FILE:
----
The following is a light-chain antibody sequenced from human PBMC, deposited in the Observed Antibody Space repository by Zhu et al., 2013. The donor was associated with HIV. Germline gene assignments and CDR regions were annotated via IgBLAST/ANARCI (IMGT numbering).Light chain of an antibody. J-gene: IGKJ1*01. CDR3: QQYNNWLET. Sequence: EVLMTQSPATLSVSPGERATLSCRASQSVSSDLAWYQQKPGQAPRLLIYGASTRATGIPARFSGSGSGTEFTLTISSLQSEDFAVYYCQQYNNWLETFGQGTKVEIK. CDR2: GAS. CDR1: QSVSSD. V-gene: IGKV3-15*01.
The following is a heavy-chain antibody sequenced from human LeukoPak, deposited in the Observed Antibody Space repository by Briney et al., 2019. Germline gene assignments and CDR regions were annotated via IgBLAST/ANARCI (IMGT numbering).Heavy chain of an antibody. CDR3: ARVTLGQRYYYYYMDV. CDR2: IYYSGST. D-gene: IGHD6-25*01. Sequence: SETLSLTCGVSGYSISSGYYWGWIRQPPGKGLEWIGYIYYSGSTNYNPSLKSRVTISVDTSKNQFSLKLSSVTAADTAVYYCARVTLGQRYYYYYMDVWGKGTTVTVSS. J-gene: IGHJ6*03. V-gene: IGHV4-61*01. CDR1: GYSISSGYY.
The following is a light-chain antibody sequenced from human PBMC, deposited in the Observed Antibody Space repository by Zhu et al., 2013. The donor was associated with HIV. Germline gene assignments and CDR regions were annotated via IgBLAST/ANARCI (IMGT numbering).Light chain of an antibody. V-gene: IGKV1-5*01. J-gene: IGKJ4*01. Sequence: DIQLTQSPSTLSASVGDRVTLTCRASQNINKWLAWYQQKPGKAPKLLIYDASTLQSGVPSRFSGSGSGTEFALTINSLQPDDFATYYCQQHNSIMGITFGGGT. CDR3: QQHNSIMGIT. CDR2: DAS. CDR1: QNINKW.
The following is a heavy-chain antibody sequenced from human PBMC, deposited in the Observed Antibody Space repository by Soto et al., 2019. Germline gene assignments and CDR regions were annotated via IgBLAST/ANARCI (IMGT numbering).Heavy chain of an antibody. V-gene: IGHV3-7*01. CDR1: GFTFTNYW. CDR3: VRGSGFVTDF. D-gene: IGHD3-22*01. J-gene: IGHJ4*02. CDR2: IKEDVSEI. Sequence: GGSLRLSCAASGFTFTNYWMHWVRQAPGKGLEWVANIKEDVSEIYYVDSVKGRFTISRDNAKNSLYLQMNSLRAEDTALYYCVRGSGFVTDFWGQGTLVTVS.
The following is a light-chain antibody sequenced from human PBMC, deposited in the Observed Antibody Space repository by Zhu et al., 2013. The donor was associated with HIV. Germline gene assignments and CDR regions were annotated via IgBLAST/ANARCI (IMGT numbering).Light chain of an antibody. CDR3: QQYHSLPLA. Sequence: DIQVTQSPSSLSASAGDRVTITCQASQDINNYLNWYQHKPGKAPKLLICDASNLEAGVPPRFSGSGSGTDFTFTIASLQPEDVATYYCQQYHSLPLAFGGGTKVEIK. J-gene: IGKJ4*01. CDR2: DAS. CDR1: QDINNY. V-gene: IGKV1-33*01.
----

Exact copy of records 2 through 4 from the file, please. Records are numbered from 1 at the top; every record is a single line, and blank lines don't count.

The following is a heavy-chain antibody sequenced from human LeukoPak, deposited in the Observed Antibody Space repository by Briney et al., 2019. Germline gene assignments and CDR regions were annotated via IgBLAST/ANARCI (IMGT numbering).Heavy chain of an antibody. CDR3: ARVTLGQRYYYYYMDV. CDR2: IYYSGST. D-gene: IGHD6-25*01. Sequence: SETLSLTCGVSGYSISSGYYWGWIRQPPGKGLEWIGYIYYSGSTNYNPSLKSRVTISVDTSKNQFSLKLSSVTAADTAVYYCARVTLGQRYYYYYMDVWGKGTTVTVSS. J-gene: IGHJ6*03. V-gene: IGHV4-61*01. CDR1: GYSISSGYY.
The following is a light-chain antibody sequenced from human PBMC, deposited in the Observed Antibody Space repository by Zhu et al., 2013. The donor was associated with HIV. Germline gene assignments and CDR regions were annotated via IgBLAST/ANARCI (IMGT numbering).Light chain of an antibody. V-gene: IGKV1-5*01. J-gene: IGKJ4*01. Sequence: DIQLTQSPSTLSASVGDRVTLTCRASQNINKWLAWYQQKPGKAPKLLIYDASTLQSGVPSRFSGSGSGTEFALTINSLQPDDFATYYCQQHNSIMGITFGGGT. CDR3: QQHNSIMGIT. CDR2: DAS. CDR1: QNINKW.
The following is a heavy-chain antibody sequenced from human PBMC, deposited in the Observed Antibody Space repository by Soto et al., 2019. Germline gene assignments and CDR regions were annotated via IgBLAST/ANARCI (IMGT numbering).Heavy chain of an antibody. V-gene: IGHV3-7*01. CDR1: GFTFTNYW. CDR3: VRGSGFVTDF. D-gene: IGHD3-22*01. J-gene: IGHJ4*02. CDR2: IKEDVSEI. Sequence: GGSLRLSCAASGFTFTNYWMHWVRQAPGKGLEWVANIKEDVSEIYYVDSVKGRFTISRDNAKNSLYLQMNSLRAEDTALYYCVRGSGFVTDFWGQGTLVTVS.